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Radio Theater Lives On In Audio Books, Podcasts And Video Games

Flickr/Bob DiBono

The golden age of radio drama might have been in the 1930s and 40s, but practitioners say the genre is alive and kicking in podcasts, audiobooks, and even video games.

Next weekend, Kansas City will host Hear Now: The Audio Arts and Fiction Festival, which will draw old-timey radio voices as well as younger producers. 

"There are what we refer to as the roots of our artistic endeavors and the roots of our art form," says festival organizer Sue Zizza. "The truth is that there are many, many contemporary artists who are currently producing audio drama, audio theater and audio fiction in many different forms."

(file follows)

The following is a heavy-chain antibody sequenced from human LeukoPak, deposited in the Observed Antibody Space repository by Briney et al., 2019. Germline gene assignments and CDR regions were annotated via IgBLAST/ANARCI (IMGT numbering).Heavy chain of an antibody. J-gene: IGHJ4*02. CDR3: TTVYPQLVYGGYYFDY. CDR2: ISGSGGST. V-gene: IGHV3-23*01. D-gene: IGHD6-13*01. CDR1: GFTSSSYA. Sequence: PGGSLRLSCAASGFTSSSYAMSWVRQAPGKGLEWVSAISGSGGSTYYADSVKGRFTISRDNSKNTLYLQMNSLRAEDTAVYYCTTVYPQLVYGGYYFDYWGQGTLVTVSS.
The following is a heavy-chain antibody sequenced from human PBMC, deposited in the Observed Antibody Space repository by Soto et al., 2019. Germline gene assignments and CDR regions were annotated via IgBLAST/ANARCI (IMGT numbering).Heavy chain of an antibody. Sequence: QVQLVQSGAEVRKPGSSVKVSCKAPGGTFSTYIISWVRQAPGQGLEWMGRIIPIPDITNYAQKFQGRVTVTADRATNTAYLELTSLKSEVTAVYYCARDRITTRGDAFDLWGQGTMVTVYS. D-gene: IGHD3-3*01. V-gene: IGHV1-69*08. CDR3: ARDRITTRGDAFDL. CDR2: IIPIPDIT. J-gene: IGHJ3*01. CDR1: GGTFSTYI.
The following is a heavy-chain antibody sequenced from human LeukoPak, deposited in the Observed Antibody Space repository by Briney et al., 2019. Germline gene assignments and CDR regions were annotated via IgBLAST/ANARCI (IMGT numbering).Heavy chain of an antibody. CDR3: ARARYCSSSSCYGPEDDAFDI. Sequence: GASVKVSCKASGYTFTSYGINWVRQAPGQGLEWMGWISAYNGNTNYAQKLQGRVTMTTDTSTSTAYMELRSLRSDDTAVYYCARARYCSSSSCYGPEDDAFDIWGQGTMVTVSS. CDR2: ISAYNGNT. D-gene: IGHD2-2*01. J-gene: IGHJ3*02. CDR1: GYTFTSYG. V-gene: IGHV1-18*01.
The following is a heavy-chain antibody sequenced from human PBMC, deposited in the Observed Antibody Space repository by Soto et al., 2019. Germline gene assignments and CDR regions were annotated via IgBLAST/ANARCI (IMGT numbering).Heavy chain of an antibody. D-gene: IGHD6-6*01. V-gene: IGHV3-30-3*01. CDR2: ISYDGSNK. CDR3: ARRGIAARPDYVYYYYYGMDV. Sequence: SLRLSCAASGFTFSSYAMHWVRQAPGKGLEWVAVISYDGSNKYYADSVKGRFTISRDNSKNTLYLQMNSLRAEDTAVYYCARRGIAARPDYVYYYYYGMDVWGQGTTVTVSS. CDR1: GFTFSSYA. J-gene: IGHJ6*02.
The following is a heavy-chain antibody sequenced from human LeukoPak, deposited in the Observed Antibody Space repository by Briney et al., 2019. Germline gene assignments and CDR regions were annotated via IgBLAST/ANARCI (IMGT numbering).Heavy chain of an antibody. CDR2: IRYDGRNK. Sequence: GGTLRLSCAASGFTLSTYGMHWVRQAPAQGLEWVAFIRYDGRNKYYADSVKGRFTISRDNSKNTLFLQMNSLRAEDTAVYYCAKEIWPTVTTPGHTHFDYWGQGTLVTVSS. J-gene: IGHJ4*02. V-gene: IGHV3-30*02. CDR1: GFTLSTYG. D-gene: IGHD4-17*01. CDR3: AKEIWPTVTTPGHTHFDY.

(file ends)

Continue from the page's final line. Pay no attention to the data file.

This is the festival's inaugural year, though audio theater has long found a home in Missouri. Zizza says her organization, the National Audio Theatre Festivals, has put on radio theater workshops throughout the state in recent years, and has a strong relationship with the Missouri Arts Council. 

And even though it's just the first year, Zizza says the festival has drawn a high level of interest. There were so many submissions, in fact, that the judges selecting which pieces were to be aired barely had enough time to review all of them.

"I think [audio fiction] is only going to continue to be an ever-evolving and changing art form," Zizza says. "Thanks to the Internet, producers have the opportunity, even if the local radio station or the local commercial station doesn't have room for their programing, the Internet gives them the opportunity to put their material out in podcasts and streaming."

Sylvia Maria Gross is storytelling editor at KCUR 89.3. Reach her on Twitter @pubradiosly.
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